Laphen reasonably could have wanted to keep the jury from learning that petitioner engaged in criminal behavior in addition to the one prior conviction petitioner admitted at trial.8  Further, Laphen reasonably could have concluded the fact that D.M.B. allegedly made the threat two or three years before August14, 1980, diminished the likelihood that the rape charge was connected to the threat. We conclude that a tactical decision by Laphen to keep out the evidence for these reasons would have been reasonable. Petitioner offered no evidence that other reasons motivated Laphen's actions.

Petitioner next contends Laphen was ineffective for not obtaining a transcript of the preliminary hearing. Laphen's notes showed few discrepancies of any significance between the preliminary hearing and trial testimony. Petitioner has not established that Laphen's failure to order a transcript was unreasonable, or that it prejudiced the defense.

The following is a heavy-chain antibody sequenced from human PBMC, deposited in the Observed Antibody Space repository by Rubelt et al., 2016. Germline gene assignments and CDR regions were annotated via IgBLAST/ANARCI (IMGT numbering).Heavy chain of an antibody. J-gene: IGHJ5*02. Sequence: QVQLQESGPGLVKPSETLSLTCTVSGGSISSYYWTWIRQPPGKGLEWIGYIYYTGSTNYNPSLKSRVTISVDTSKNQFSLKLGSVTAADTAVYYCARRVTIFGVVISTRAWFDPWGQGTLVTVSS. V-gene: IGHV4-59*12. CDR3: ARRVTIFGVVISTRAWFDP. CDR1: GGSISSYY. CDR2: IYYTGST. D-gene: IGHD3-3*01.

Finally, petitioner argues that Laphen was ineffective for failing to strike prospective juror Sarah Stevenson from the panel after learning that her cousin had been raped. He claims that at the time of this juror's sitting Laphen had not used any peremptory challenges. The record is unclear how many challenges Laphen had used when Stevenson was seated. Assuming Laphen had peremptory challenges available, petitioner still had the burden of proving that Laphen's failure to strike Stevenson was not the result of trial strategy. He offered no evidence to this effect.

Nor has petitioner provided evidence that Stevenson was actually biased.9  Rather, he appears to contend that her bias should be implied. Whether juror bias may be implied from the circumstances is a question of law. Burton v. Johnson, 948 F.2d 1150, 1158 (10th Cir. 1991). The implied bias doctrine is to be appliedonlyin

'extreme' situations where the prospective juror is connected to the litigation at issue in such a way that is highly unlikely that he or she could act impartially during deliberations ... [such as] where the prospective juror has been the victim of a crime or has experienced a situation similar to the one at issue in the trial.

Hunley v. Godinez, 975 F.2d 316, 319 (7th Cir. 1992). We conclude the fact that a juror had a cousin who had been raped is not the type of extreme situation from which bias can be implied.